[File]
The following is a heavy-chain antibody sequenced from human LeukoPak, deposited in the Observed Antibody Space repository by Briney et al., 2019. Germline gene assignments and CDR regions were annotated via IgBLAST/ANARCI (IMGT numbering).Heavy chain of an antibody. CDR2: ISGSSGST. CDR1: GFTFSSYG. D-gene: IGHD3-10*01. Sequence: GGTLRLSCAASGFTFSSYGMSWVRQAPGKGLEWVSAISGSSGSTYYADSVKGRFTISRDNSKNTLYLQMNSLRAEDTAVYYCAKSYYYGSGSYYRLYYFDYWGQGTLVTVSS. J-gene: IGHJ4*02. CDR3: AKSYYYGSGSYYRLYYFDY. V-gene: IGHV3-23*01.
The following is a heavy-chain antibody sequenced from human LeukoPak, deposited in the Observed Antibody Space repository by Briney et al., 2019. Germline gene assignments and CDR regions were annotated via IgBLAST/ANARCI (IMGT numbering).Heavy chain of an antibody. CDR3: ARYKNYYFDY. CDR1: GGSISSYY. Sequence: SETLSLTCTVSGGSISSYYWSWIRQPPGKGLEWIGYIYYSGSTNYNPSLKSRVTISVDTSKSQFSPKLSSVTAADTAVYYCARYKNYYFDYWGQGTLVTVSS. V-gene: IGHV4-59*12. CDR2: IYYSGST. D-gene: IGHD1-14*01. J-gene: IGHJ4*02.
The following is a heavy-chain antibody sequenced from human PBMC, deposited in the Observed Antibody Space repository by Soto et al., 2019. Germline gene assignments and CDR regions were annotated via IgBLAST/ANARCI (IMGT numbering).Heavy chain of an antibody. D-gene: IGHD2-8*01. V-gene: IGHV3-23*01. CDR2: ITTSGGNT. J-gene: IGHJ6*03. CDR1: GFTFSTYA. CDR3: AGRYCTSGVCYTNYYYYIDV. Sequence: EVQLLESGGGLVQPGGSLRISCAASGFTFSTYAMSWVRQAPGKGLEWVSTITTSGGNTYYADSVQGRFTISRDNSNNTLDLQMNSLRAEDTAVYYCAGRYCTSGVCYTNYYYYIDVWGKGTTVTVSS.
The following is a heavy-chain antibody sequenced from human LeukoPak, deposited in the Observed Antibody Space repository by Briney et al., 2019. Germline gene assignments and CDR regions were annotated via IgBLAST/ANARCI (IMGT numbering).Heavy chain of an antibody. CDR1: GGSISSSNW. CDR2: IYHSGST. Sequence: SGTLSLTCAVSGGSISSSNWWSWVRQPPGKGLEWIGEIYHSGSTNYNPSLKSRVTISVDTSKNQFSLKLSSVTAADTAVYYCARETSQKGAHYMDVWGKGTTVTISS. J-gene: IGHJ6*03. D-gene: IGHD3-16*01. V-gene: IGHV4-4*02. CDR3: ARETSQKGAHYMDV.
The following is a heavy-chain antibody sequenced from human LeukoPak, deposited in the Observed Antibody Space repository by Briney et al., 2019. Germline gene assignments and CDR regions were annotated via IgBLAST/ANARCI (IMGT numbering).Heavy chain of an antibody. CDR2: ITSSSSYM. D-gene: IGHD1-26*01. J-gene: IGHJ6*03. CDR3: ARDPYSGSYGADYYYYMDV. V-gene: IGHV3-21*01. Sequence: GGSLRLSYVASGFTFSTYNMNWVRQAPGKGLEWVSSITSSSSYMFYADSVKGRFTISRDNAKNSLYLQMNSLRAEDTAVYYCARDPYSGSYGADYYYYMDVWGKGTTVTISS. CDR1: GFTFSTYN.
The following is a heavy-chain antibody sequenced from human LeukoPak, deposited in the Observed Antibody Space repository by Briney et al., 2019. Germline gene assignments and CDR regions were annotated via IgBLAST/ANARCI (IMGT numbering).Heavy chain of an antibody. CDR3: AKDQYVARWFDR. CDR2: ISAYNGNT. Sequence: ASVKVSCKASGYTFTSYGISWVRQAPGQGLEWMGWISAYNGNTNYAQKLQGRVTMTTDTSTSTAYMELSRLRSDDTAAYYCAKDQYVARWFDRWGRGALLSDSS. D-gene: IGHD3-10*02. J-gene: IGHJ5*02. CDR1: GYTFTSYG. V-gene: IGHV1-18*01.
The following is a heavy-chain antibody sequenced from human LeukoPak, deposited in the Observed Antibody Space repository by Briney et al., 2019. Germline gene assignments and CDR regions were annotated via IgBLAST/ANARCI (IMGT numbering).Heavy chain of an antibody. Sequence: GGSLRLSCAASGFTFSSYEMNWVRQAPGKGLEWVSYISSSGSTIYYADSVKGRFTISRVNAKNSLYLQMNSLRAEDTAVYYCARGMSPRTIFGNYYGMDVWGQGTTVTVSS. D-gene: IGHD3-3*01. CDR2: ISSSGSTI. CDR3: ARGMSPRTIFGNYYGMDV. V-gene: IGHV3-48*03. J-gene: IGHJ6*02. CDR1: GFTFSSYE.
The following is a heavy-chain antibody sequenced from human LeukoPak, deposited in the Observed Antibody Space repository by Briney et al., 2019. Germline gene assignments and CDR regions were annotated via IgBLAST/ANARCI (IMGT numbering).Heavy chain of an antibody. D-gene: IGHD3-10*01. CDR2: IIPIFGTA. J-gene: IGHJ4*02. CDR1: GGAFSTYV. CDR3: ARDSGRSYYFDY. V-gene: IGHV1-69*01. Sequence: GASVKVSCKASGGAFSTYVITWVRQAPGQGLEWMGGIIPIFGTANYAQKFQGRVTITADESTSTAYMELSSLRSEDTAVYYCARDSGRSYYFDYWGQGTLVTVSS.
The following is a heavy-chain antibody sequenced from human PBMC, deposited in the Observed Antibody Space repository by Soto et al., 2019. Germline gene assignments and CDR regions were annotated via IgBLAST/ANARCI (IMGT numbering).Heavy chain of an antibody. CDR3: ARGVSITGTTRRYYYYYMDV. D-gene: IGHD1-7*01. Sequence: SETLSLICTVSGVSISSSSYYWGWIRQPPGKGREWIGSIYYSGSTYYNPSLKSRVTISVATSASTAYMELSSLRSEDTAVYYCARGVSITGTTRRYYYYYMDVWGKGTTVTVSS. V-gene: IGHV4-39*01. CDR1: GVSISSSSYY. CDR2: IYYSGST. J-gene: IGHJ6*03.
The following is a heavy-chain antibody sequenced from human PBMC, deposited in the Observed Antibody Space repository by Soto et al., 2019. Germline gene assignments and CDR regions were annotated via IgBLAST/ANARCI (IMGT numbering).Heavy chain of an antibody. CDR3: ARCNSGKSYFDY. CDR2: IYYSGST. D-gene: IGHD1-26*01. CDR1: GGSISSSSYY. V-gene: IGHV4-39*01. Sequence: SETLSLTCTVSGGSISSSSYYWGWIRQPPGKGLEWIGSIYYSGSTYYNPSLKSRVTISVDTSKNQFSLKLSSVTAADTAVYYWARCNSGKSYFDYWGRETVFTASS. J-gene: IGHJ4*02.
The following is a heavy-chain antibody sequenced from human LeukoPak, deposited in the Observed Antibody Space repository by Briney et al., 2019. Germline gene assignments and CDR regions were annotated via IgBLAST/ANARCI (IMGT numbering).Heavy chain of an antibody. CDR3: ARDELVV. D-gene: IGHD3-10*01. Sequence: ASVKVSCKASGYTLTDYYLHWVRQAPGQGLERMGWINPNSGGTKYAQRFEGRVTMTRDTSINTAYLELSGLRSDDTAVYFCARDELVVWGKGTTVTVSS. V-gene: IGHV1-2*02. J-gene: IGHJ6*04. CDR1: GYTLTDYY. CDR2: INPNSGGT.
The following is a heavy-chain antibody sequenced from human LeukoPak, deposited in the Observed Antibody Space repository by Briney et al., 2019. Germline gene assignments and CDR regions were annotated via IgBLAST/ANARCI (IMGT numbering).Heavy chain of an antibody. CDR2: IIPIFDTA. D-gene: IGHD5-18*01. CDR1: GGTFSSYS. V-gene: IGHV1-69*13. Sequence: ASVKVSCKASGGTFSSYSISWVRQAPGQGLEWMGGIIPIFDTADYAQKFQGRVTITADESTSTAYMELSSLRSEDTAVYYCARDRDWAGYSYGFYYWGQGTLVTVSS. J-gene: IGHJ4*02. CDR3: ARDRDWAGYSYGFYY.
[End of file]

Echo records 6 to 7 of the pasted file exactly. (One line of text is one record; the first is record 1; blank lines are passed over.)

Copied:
The following is a heavy-chain antibody sequenced from human LeukoPak, deposited in the Observed Antibody Space repository by Briney et al., 2019. Germline gene assignments and CDR regions were annotated via IgBLAST/ANARCI (IMGT numbering).Heavy chain of an antibody. CDR3: AKDQYVARWFDR. CDR2: ISAYNGNT. Sequence: ASVKVSCKASGYTFTSYGISWVRQAPGQGLEWMGWISAYNGNTNYAQKLQGRVTMTTDTSTSTAYMELSRLRSDDTAAYYCAKDQYVARWFDRWGRGALLSDSS. D-gene: IGHD3-10*02. J-gene: IGHJ5*02. CDR1: GYTFTSYG. V-gene: IGHV1-18*01.
The following is a heavy-chain antibody sequenced from human LeukoPak, deposited in the Observed Antibody Space repository by Briney et al., 2019. Germline gene assignments and CDR regions were annotated via IgBLAST/ANARCI (IMGT numbering).Heavy chain of an antibody. Sequence: GGSLRLSCAASGFTFSSYEMNWVRQAPGKGLEWVSYISSSGSTIYYADSVKGRFTISRVNAKNSLYLQMNSLRAEDTAVYYCARGMSPRTIFGNYYGMDVWGQGTTVTVSS. D-gene: IGHD3-3*01. CDR2: ISSSGSTI. CDR3: ARGMSPRTIFGNYYGMDV. V-gene: IGHV3-48*03. J-gene: IGHJ6*02. CDR1: GFTFSSYE.